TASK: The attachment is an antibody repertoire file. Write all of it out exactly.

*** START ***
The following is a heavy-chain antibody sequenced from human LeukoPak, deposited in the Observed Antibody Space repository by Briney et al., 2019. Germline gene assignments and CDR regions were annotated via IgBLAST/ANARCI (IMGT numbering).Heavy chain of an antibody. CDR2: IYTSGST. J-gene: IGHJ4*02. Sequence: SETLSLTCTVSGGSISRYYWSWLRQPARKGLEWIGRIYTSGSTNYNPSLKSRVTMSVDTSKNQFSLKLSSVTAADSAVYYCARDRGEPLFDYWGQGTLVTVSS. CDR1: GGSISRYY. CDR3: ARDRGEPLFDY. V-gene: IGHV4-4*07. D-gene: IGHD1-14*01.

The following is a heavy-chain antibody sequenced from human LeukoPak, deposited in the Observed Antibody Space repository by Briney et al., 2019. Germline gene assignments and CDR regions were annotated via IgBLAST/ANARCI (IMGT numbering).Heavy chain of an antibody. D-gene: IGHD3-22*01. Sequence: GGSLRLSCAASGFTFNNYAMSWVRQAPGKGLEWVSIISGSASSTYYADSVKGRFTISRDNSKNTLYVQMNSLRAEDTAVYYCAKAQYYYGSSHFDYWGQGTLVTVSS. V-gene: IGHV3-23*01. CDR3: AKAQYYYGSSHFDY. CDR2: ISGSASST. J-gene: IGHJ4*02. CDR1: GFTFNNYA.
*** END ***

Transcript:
The following is a heavy-chain antibody sequenced from human LeukoPak, deposited in the Observed Antibody Space repository by Briney et al., 2019. Germline gene assignments and CDR regions were annotated via IgBLAST/ANARCI (IMGT numbering).Heavy chain of an antibody. CDR2: IYTSGST. J-gene: IGHJ4*02. Sequence: SETLSLTCTVSGGSISRYYWSWLRQPARKGLEWIGRIYTSGSTNYNPSLKSRVTMSVDTSKNQFSLKLSSVTAADSAVYYCARDRGEPLFDYWGQGTLVTVSS. CDR1: GGSISRYY. CDR3: ARDRGEPLFDY. V-gene: IGHV4-4*07. D-gene: IGHD1-14*01.

The following is a heavy-chain antibody sequenced from human LeukoPak, deposited in the Observed Antibody Space repository by Briney et al., 2019. Germline gene assignments and CDR regions were annotated via IgBLAST/ANARCI (IMGT numbering).Heavy chain of an antibody. D-gene: IGHD3-22*01. Sequence: GGSLRLSCAASGFTFNNYAMSWVRQAPGKGLEWVSIISGSASSTYYADSVKGRFTISRDNSKNTLYVQMNSLRAEDTAVYYCAKAQYYYGSSHFDYWGQGTLVTVSS. V-gene: IGHV3-23*01. CDR3: AKAQYYYGSSHFDY. CDR2: ISGSASST. J-gene: IGHJ4*02. CDR1: GFTFNNYA.